All the things that were once planned for a European semiconductor industry: From MEDEA in the 2000s to ENIAC/CATRENE in the 2010s, billions were planned to be invested in micro- and nanoelectronics to at least just match the pace of the massively funded Asian manufacturers. 20 years ago, the goal was to achieve leaps forward in terms of technology for European Fabs of 130-nm structure up to 90/45 nm; in 2010 it was about completely different dimensions in terms of 25 nm and also investment. Unfortunately, analyses such as "Especially in Asian countries […] state-backed R&D efforts are increasing, particularly in order to become more competitive in terms of chip design and to win market share. Therefore, an increase in state-backed and private R&D activities in Germany would have a significant effect in research competitiveness" (BMBF) did not necessarily lead to the correct conclusions or were not consistently followed. Today, thanks to EUV-Litho, we have 5-nm structures, currently only mastered by TSMC/Samsung: The epicenters of the semiconductor world are Taiwan, South Korea, USA and possibly also China. Even if we do not forget Infineon, NXP or STMicro, none of the ten largest protagonists is located in the EU and the trend is still "size matters."
So do we turn the page on the topic of semiconductors and Europe? Possibly, since a further signal in the wrong direction is the intended sale of the wafer producer Siltronic to an Asian company. This might make business sense, but hardly in terms of industrial policy. Europe's electronic dependency will not be weakened with ambitiously funded, but anemically implemented funding programs. China is investing strategically in the topic of electronic manufacturing in order to achieve a self-sufficiency ratio of 40 %. This approach would also make logical sense for Europe: Since the most important manufacturers of certain components are located in the USA or Asia, events such as the Coronavirus pandemic, earthquakes or political conflicts can result in the sudden severance of supply chains. Bottlenecks in the supply of steel or rare Earths may be compensated for, however the situation is different for electronic components that have been homologated in a vehicle. In any case, it has become apparent that when it comes to allocation, generally the company with the largest order volume receives service first, and this is more likely to be not car manufacturers but manufacturers of consumer electronics. Since certain components such as processors or memory are indispensable and must remain in supply over long periods of time specific to vehicles, the topic of the semiconductor supply chain could appear on the radar more often.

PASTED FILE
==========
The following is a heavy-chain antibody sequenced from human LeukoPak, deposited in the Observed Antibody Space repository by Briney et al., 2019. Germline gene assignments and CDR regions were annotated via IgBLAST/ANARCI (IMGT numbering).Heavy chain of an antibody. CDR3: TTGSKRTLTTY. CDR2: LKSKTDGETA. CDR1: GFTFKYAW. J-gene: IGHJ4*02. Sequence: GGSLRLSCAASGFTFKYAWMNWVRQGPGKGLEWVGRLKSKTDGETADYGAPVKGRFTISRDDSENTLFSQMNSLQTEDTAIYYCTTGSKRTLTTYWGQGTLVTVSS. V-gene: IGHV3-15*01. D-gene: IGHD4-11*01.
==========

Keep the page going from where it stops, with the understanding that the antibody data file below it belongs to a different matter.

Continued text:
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Unseld, R. Bravely Marching in the Wrong Direction. ATZ Electron Worldw 16, 3 (2021). https://doi.org/10.1007/s38314-021-0585-z